What We Know About The Virus That Turns Pigeons Into 'Zombies'

In countries including the United Kingdom, pigeon populations have been struck with a disease called pigeon paramyxovirus, or PPMV (via News18). This illness causes such bizarre and severe symptoms in afflicted pigeons that many people have said it's like the pigeons have become "zombies."

Good news for us humans, though — they're not actually undead, though they might appear to be. Infected pigeons show no aggression towards humans, but PPMV causes many other notable symptoms, including a twisted neck. Other obvious physical changes arise, too, including shaking wings and partial paralysis of the pigeon's lower body, which might make them move strangely or even fall over when attempting to walk (via The Weather Channel).

If that wasn't enough, birds also experience more standard symptoms of sickness, like fatigue and a lack of hunger. And — in a bit of a TMI turn — their feces can turn green and be a little bit on the runny side.

Can pigeons survive the zombie disease?

PMVV is very deadly for pigeons, according to The Weather Channel. Almost all pigeons who are afflicted with the disease die. Even the survivors are unlikely to escape unscathed: in addition to the potential of experiencing severe long-term damage, like a permanently twisted neck (via News18), surviving birds are sometimes euthanized because they can pass on the disease to healthy animals, according to The Economic Times.

In general, PMVV is considered highly infectious, spreading between birds that have contact with each other, each other's feces, or a shared food source. That means it doesn't take long for a single sick bird to cause a major outbreak — especially since there's no specific vaccine designed for PMVV, though some vaccines created for other diseases may work.

Like human influenza, PMVV is more likely to strike during cold weather, so outbreaks in the fall and winter aren't uncommon. In fact, though this disease is in the news at the moment because of its UK outbreak — which has already spread to dozens of locations and has led to the death of 3 million birds, per Times Now News — outbreaks have occurred many times in the past in many different regions.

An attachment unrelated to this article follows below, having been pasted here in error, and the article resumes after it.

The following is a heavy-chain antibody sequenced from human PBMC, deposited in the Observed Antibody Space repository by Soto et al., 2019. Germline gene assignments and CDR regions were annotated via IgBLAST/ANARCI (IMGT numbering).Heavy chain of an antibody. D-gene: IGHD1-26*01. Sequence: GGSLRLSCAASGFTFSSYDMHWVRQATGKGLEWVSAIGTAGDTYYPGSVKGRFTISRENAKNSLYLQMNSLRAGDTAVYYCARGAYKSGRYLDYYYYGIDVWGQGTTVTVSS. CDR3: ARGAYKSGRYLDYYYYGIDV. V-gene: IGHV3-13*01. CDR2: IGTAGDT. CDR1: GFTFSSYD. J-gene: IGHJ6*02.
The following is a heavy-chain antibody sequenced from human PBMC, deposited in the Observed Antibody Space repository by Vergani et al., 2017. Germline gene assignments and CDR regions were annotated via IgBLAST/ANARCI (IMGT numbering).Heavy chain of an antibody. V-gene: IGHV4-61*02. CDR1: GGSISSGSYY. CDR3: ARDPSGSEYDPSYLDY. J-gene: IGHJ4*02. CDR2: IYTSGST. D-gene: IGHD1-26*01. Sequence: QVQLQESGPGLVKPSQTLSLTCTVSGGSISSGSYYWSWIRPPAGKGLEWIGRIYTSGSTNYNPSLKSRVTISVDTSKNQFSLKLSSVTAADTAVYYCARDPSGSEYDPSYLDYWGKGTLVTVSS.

Can humans get PMVV?

So can PMVV spread to humans? Yes — but that doesn't mean you need to prep your zombie survival kit just yet. It's not very common for the sickness to spread from birds to human handlers, according to The Weather Channel, and even when it does, it manifests in people in a completely different manner than it does in birds. For instance, humans don't experience a cocked head, paralysis, or any other alarming symptoms. Instead, PMVV in people causes an illness that is more akin to a mild flu.

However, PMVV can spread to some other birds, including doves, chickens, and turkeys, according to The Economic Times. That means you might want to be on the lookout for affected pigeons if you've got your own chicken coop.

Other species might not be vulnerable to PPMV, but they can have their own zombie-type diseases. For example, deer, elk, and other ruminants can fall victim to something called chronic wasting disease (via ABC News). Unlike PPMV, chronic wasting disease isn't the result of an infection, but instead, it arises from the misbehavior of particles called prions in the brain. Completely incurable and highly contagious, chronic wasting disease turns deer into shadows of their former selves, causing them to behave in strange and irregular ways, including being aggressive toward humans. For this reason, the disease is sometimes dubbed "zombie deer disease."